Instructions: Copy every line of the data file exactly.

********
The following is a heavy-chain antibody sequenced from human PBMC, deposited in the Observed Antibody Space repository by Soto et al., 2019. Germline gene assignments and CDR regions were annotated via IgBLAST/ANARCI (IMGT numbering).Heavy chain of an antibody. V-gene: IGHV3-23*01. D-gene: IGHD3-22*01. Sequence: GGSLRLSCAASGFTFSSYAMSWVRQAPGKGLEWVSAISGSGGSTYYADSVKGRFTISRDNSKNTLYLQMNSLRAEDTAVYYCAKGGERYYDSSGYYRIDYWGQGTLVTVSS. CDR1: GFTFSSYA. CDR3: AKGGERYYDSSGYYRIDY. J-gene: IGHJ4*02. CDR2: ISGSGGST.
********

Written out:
The following is a heavy-chain antibody sequenced from human PBMC, deposited in the Observed Antibody Space repository by Soto et al., 2019. Germline gene assignments and CDR regions were annotated via IgBLAST/ANARCI (IMGT numbering).Heavy chain of an antibody. V-gene: IGHV3-23*01. D-gene: IGHD3-22*01. Sequence: GGSLRLSCAASGFTFSSYAMSWVRQAPGKGLEWVSAISGSGGSTYYADSVKGRFTISRDNSKNTLYLQMNSLRAEDTAVYYCAKGGERYYDSSGYYRIDYWGQGTLVTVSS. CDR1: GFTFSSYA. CDR3: AKGGERYYDSSGYYRIDY. J-gene: IGHJ4*02. CDR2: ISGSGGST.